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Pill-testing research shows governments need to do more

A new study monitoring a community-led pill-testing service at a music festival has found the vast majority of attendees would discard drugs found to contain unexpected substances — which could have a big impact on preventing overdoses and drug-related deaths.

Close up of a variety of pills of several different colours. Research shows most people would discard drugs found to contain unknown substances, rather than consume them.

Health researchers have renewed calls for the implementation of pill testing facilities to avoid potential overdoses and drug-related deaths, as festivals return to Australia’s summer calendar after a two-year absence.

A newly published Edith Cowan University study examined the behaviour of festival goers in Victoria, when given access to a community-led pill testing service.

It found the vast majority would discard their drugs if they contained unexpected substances.

Almost 11 per cent of the pills tested didn’t even have any of the substance the owner believed they had purchased. Of the people in possession of these pills, only 9 per cent said they planned to consume the drug after finding out its composition.

Other festival goers’ pills were found to contain the expected substance, but also other unknown substances the attendees were unaware of.

Less than half of these people said they still planned to take them.

Researcher Dr Stephen Bright said additional analysis after the event showed some of the discarded pills contained a dangerous combination of drugs that were known to have been involved in several deaths in Melbourne in 2017.

“It was identified there were some problematic drugs going around at the time,” he said.

“When they were told there was a chance their drugs could be the same batch that had been causing issues, most people chose to get rid of their drugs.”

Dr Bright said this finding could prove crucial in preventing deaths from drug overdoses.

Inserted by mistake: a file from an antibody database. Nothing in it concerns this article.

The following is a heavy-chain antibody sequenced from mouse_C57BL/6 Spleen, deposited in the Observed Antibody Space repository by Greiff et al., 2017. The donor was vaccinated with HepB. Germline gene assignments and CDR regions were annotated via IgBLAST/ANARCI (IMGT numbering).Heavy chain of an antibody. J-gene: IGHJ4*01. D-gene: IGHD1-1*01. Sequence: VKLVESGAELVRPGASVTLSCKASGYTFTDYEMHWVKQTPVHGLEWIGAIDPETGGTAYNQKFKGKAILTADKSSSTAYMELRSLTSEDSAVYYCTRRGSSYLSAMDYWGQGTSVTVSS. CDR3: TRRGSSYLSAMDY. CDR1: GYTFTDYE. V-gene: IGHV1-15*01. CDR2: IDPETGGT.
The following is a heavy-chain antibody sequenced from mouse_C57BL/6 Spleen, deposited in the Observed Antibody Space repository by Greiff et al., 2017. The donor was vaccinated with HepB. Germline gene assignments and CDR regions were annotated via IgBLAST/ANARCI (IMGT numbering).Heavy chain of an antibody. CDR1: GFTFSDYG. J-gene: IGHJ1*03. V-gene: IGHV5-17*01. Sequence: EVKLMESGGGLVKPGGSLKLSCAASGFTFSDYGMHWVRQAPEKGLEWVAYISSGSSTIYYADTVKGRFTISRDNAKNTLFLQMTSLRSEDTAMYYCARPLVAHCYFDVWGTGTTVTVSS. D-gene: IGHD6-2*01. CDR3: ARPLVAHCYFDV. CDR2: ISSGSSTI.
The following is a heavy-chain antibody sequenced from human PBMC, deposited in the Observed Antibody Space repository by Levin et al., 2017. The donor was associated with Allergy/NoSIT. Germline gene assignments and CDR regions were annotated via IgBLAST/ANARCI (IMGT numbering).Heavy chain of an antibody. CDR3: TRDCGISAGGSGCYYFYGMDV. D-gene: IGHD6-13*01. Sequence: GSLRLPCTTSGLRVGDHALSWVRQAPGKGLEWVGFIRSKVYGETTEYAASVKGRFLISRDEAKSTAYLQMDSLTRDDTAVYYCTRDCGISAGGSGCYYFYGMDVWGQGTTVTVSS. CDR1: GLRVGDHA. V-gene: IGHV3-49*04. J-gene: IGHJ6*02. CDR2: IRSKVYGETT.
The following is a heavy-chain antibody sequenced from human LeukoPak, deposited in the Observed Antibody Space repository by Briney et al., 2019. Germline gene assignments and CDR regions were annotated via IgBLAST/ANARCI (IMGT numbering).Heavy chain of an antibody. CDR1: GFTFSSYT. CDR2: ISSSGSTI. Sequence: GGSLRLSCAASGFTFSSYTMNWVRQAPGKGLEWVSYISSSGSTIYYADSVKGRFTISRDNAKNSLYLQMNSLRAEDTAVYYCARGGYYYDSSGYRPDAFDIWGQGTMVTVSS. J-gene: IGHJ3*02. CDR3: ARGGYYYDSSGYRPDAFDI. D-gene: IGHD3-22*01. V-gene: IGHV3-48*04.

“Given the deaths in Melbourne at the time, even this relatively small service may very well have saved a life at this festival.”

Better testing – and more of it

Despite its success in seeing people discard potentially life-threatening drugs, Dr Bright said the pill testing service included in the study only used reagent kits, rather than the most accurate testing methods available.

This means although 30 per cent of the pills tested were found to have either additional substances as well as what was expected, or completely different substances, the number was likely a lot higher.

“The market’s so tainted, there are so many drugs being sold as different drugs,” he said.

Dr Bright also said it wasn’t enough to only have pill testing at events where drug taking was common.

Dr Stephen Bright
Dr Stephen Bright.

He said fixed site services would also prove valuable, though currently only Canberra offers such a site.

“Some of our other research has shown people will only use pill testing at festivals if their friends were ok with it,” he said.

“If their friends thought it was stupid, they weren’t going to use it.

“But people said they’d use a fixed site service regardless, because you don’t have your friends around you.”

Getting the word out

Following the spate of drug-related deaths in Melbourne, in 2021 the Coroners Court of Victoria recommended implementing a drug checking service and an early warning network to alert the public when a dangerous batch of drugs is detected in the community.

However, the public still has no access to substance analysis, which Dr Bright says is due to legal uncertainties and political opposition.

“If you had fixed site services in every capital city, that would create an early warning system,” he said.

“So when a problematic combination has been picked up, healthcare services in other states would be aware of it and we could track bad batches going around.

“We could warn people a bad batch was going around or if it had already arrived.”

Dr Bright said policymakers saw drug checking services as “sending the wrong message” — despite recent research showing it wouldn’t cause an increase in drug taking behaviour.

He described the lack of public drug testing facilities as a failure of public policy.

“Until governments support legal drug checking services, unsanctioned services such as that monitored in the study may continue to fill the gap as best they can with the available technologies.”

‘Community-led guerrilla drug checking in response to deaths from adulterated MDMA in Victoria, Australia’ was published in Drugs, Habit and Social Policy.


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